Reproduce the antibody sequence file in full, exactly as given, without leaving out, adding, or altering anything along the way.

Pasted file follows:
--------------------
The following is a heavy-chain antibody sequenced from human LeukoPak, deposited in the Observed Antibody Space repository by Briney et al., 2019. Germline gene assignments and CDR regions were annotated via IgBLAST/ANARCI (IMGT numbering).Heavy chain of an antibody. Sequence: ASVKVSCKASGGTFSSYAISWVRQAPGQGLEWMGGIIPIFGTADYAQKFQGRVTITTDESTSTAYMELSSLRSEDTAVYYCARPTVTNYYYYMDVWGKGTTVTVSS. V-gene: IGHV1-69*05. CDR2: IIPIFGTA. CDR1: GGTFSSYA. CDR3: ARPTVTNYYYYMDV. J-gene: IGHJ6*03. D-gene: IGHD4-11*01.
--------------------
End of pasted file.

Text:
The following is a heavy-chain antibody sequenced from human LeukoPak, deposited in the Observed Antibody Space repository by Briney et al., 2019. Germline gene assignments and CDR regions were annotated via IgBLAST/ANARCI (IMGT numbering).Heavy chain of an antibody. Sequence: ASVKVSCKASGGTFSSYAISWVRQAPGQGLEWMGGIIPIFGTADYAQKFQGRVTITTDESTSTAYMELSSLRSEDTAVYYCARPTVTNYYYYMDVWGKGTTVTVSS. V-gene: IGHV1-69*05. CDR2: IIPIFGTA. CDR1: GGTFSSYA. CDR3: ARPTVTNYYYYMDV. J-gene: IGHJ6*03. D-gene: IGHD4-11*01.